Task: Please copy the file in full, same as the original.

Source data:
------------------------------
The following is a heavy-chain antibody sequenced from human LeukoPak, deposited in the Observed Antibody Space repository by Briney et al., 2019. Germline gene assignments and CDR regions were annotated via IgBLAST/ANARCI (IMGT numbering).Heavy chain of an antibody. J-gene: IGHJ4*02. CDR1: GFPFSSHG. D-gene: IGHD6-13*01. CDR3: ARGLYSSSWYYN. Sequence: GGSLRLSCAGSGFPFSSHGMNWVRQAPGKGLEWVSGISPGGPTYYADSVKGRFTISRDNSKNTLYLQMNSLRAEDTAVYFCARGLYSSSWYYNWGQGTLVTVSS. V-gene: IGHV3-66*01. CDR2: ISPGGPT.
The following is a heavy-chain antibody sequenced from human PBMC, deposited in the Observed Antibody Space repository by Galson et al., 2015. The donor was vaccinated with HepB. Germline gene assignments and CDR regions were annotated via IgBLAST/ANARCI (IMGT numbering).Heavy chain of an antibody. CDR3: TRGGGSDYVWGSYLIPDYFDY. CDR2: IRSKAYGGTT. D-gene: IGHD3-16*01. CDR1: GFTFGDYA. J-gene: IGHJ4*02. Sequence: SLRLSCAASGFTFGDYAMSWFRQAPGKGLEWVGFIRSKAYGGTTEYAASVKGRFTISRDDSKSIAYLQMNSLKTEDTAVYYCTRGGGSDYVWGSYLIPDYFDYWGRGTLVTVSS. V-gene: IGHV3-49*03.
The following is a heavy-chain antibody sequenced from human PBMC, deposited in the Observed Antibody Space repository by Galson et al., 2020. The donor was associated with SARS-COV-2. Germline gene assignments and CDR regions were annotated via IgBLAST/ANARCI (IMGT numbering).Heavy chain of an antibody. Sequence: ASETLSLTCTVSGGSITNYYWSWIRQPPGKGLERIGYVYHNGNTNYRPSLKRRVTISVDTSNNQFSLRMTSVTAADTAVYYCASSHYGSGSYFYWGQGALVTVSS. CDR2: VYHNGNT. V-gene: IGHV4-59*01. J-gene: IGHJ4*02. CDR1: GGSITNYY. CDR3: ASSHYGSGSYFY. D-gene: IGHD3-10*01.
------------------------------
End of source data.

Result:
The following is a heavy-chain antibody sequenced from human LeukoPak, deposited in the Observed Antibody Space repository by Briney et al., 2019. Germline gene assignments and CDR regions were annotated via IgBLAST/ANARCI (IMGT numbering).Heavy chain of an antibody. J-gene: IGHJ4*02. CDR1: GFPFSSHG. D-gene: IGHD6-13*01. CDR3: ARGLYSSSWYYN. Sequence: GGSLRLSCAGSGFPFSSHGMNWVRQAPGKGLEWVSGISPGGPTYYADSVKGRFTISRDNSKNTLYLQMNSLRAEDTAVYFCARGLYSSSWYYNWGQGTLVTVSS. V-gene: IGHV3-66*01. CDR2: ISPGGPT.
The following is a heavy-chain antibody sequenced from human PBMC, deposited in the Observed Antibody Space repository by Galson et al., 2015. The donor was vaccinated with HepB. Germline gene assignments and CDR regions were annotated via IgBLAST/ANARCI (IMGT numbering).Heavy chain of an antibody. CDR3: TRGGGSDYVWGSYLIPDYFDY. CDR2: IRSKAYGGTT. D-gene: IGHD3-16*01. CDR1: GFTFGDYA. J-gene: IGHJ4*02. Sequence: SLRLSCAASGFTFGDYAMSWFRQAPGKGLEWVGFIRSKAYGGTTEYAASVKGRFTISRDDSKSIAYLQMNSLKTEDTAVYYCTRGGGSDYVWGSYLIPDYFDYWGRGTLVTVSS. V-gene: IGHV3-49*03.
The following is a heavy-chain antibody sequenced from human PBMC, deposited in the Observed Antibody Space repository by Galson et al., 2020. The donor was associated with SARS-COV-2. Germline gene assignments and CDR regions were annotated via IgBLAST/ANARCI (IMGT numbering).Heavy chain of an antibody. Sequence: ASETLSLTCTVSGGSITNYYWSWIRQPPGKGLERIGYVYHNGNTNYRPSLKRRVTISVDTSNNQFSLRMTSVTAADTAVYYCASSHYGSGSYFYWGQGALVTVSS. CDR2: VYHNGNT. V-gene: IGHV4-59*01. J-gene: IGHJ4*02. CDR1: GGSITNYY. CDR3: ASSHYGSGSYFY. D-gene: IGHD3-10*01.